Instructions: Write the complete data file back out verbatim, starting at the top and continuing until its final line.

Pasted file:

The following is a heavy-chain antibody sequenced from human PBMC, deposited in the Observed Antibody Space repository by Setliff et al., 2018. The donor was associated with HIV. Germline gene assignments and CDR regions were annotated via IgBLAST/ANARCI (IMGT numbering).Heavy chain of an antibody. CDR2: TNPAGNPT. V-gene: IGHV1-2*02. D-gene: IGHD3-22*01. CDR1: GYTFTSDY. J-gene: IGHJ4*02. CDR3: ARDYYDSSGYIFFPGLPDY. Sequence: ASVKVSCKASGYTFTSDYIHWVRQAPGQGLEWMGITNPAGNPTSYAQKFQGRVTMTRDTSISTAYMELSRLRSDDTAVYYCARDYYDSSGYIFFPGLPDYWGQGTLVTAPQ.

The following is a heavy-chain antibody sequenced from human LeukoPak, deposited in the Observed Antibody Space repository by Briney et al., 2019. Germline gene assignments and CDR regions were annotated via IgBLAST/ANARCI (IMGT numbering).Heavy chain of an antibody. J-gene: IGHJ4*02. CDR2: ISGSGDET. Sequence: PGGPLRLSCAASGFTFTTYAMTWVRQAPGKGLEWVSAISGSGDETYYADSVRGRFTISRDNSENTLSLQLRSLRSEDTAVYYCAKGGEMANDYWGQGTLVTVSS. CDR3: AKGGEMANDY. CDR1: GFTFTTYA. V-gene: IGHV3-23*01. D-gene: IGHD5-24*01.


The following is a heavy-chain antibody sequenced from human PBMC, deposited in the Observed Antibody Space repository by Setliff et al., 2018. The donor was associated with HIV. Germline gene assignments and CDR regions were annotated via IgBLAST/ANARCI (IMGT numbering).Heavy chain of an antibody. CDR2: TNPAGNPT. V-gene: IGHV1-2*02. D-gene: IGHD3-22*01. CDR1: GYTFTSDY. J-gene: IGHJ4*02. CDR3: ARDYYDSSGYIFFPGLPDY. Sequence: ASVKVSCKASGYTFTSDYIHWVRQAPGQGLEWMGITNPAGNPTSYAQKFQGRVTMTRDTSISTAYMELSRLRSDDTAVYYCARDYYDSSGYIFFPGLPDYWGQGTLVTAPQ.

The following is a heavy-chain antibody sequenced from human LeukoPak, deposited in the Observed Antibody Space repository by Briney et al., 2019. Germline gene assignments and CDR regions were annotated via IgBLAST/ANARCI (IMGT numbering).Heavy chain of an antibody. J-gene: IGHJ4*02. CDR2: ISGSGDET. Sequence: PGGPLRLSCAASGFTFTTYAMTWVRQAPGKGLEWVSAISGSGDETYYADSVRGRFTISRDNSENTLSLQLRSLRSEDTAVYYCAKGGEMANDYWGQGTLVTVSS. CDR3: AKGGEMANDY. CDR1: GFTFTTYA. V-gene: IGHV3-23*01. D-gene: IGHD5-24*01.